Bird & Bird rolls out cloud-based HP Flow printers in preparation for new agile working office
In preparation for its move to new agile working London offices Bird & Bird has rolled out a fleet of cloud-based HP Flow printers that incorporate the firm’s iManage document management system and enable staff to print anywhere in the office with an access pass.
Bird & Bird will next year move into a 142,500 square feet office space at 12/14 New Fetter Lane and have undertaken the new printer project with The Landscape Group ahead of that move.
The printers, which were rolled out over a period of just four weeks across Bird & Bird’s three London sites, provide staff with the same user experience as a desktop computer. They have a keyboard and integrate with iManage so that staff are able to scan documents from the printer into the DMS and search for documents on the printer when they login, meaning they are not tied to using a PC.
If fee-earners make notes on a document they are able to scan the notes into the system and it will make a copy in the right place. Using an access pass – which will ultimately be used throughout Bird & Bird’s new building for everything from entry to use in the canteen – staff and fee-earners will be able to pull print from any printer in the building.
IT director Karen Jacks said: “We are moving from a cellular to a non-cellular office and have made the decision to be more mobile and agile so we need the technology to support a mobile workforce.”
The move by the top 20 firm, which entered into discussions with The Landscape Group in November and rolled the printers out around a fortnight ago, has been widely welcomed by staff, with around 90% said to have embraced the change.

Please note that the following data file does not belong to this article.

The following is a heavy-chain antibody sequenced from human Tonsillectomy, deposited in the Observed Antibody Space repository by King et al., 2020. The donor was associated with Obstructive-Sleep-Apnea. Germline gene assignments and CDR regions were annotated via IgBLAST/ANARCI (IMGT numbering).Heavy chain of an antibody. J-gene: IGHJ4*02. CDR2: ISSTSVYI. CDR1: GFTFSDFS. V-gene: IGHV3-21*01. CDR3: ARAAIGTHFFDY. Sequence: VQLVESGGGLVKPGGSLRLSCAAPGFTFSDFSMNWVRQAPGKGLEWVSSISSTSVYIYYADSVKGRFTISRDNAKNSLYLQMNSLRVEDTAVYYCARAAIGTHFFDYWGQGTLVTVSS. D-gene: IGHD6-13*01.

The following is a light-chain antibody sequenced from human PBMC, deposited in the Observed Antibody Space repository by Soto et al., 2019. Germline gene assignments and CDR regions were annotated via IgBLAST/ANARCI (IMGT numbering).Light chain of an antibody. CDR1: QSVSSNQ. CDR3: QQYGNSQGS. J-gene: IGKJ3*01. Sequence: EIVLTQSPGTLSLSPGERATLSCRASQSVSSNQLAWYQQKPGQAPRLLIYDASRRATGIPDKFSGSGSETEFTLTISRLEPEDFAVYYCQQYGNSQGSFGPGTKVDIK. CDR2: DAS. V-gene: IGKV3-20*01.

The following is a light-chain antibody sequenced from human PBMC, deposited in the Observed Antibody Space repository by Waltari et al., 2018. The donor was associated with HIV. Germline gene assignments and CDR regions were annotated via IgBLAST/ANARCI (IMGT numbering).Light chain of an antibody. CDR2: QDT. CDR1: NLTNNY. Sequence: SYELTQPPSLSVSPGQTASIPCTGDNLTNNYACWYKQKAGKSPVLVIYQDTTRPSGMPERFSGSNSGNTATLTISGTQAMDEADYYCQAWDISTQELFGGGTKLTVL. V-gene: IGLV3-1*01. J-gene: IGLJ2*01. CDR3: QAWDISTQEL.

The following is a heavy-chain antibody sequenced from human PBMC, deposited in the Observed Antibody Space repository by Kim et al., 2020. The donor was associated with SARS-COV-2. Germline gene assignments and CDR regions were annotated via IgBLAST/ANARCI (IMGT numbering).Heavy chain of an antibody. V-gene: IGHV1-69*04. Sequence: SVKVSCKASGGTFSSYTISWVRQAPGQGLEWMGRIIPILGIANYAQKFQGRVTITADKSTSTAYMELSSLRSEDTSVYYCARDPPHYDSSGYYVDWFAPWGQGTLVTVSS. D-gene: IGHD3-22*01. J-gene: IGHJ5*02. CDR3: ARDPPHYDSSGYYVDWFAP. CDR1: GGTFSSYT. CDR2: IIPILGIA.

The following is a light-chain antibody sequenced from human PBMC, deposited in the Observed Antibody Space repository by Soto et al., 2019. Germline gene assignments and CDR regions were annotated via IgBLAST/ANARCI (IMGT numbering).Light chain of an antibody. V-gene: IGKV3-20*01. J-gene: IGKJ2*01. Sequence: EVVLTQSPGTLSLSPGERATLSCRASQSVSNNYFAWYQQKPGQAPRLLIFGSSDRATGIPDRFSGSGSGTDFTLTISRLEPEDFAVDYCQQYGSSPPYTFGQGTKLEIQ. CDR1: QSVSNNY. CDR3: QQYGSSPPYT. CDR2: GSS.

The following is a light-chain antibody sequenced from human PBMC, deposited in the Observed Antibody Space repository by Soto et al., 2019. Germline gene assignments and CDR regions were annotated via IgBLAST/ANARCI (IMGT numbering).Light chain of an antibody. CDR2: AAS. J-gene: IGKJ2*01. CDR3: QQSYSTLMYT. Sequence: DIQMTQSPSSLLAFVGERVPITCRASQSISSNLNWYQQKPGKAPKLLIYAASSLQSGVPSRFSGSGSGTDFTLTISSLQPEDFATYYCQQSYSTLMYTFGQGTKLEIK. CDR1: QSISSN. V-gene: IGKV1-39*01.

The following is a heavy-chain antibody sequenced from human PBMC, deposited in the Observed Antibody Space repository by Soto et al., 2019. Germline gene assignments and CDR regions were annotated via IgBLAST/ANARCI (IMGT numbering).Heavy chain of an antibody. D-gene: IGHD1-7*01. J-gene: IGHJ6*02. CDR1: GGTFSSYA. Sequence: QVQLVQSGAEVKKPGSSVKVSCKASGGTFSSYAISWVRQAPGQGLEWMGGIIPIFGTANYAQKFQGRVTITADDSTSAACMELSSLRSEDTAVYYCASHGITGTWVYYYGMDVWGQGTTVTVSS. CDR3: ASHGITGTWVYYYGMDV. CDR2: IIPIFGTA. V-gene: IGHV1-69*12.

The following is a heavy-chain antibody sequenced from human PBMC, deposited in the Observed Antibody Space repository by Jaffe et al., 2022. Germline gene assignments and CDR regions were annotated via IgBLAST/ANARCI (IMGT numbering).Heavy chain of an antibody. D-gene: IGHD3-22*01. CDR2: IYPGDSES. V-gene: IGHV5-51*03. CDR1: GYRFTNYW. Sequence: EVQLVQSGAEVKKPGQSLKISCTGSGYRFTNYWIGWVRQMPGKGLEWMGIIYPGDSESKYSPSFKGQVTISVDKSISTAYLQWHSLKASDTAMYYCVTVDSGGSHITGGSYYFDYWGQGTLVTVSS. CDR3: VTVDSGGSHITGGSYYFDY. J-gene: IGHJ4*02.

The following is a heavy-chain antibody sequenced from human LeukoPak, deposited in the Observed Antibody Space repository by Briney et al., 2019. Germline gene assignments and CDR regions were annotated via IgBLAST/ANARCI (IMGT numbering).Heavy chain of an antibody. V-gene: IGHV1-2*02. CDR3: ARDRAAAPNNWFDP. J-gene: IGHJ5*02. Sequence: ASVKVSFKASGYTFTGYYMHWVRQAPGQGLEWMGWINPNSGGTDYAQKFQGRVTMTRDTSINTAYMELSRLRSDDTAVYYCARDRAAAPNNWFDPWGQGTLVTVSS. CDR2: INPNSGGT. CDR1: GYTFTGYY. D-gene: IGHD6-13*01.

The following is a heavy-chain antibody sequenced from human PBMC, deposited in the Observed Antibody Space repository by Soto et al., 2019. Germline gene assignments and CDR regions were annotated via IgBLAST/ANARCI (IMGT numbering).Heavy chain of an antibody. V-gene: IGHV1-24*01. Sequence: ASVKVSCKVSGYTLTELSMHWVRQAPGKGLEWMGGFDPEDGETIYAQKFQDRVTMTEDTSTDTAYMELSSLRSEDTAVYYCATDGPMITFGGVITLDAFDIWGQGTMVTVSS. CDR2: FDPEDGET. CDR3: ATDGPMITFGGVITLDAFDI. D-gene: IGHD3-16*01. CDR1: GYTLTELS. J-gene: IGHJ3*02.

However, the new arrangement means that anyone wishing to print must wait by the printer and of the 10% yet to come round to the change, complaints range from the fact that they are too busy to wait or that the printer is in the wrong location.
Jacks said: “The majority love it. One thing I’ve noticed is that the printer is the new water cooler.”
The project was led for Bird & Bird by IT support manager Annamaria Sammarco, who conducted a pitch process and ran a pilot before selecting HP. While iManage recently conducted a management buyout from HP the arrangement will remain unaffected.
Bird & Bird previously used a combination of HP and Canon printers in what Jacks described as a “muddled fleet” that was inefficient and expensive to maintain. The firm has almost completed its ISO certification programme, which requires a change in technology, processes and behaviour, where one of the biggest issues is staff leaving paper lying around on printers. MFPs provide a wide attack surface for would-be cyberattacks but HP claims to be the most secure in the market, with 250 different security settings.
The Landscape Group, which has been a specialist provider of print related technology for nearly two decades, is currently HP Flow’s only authorised route to market in Europe with native integration written by iManage.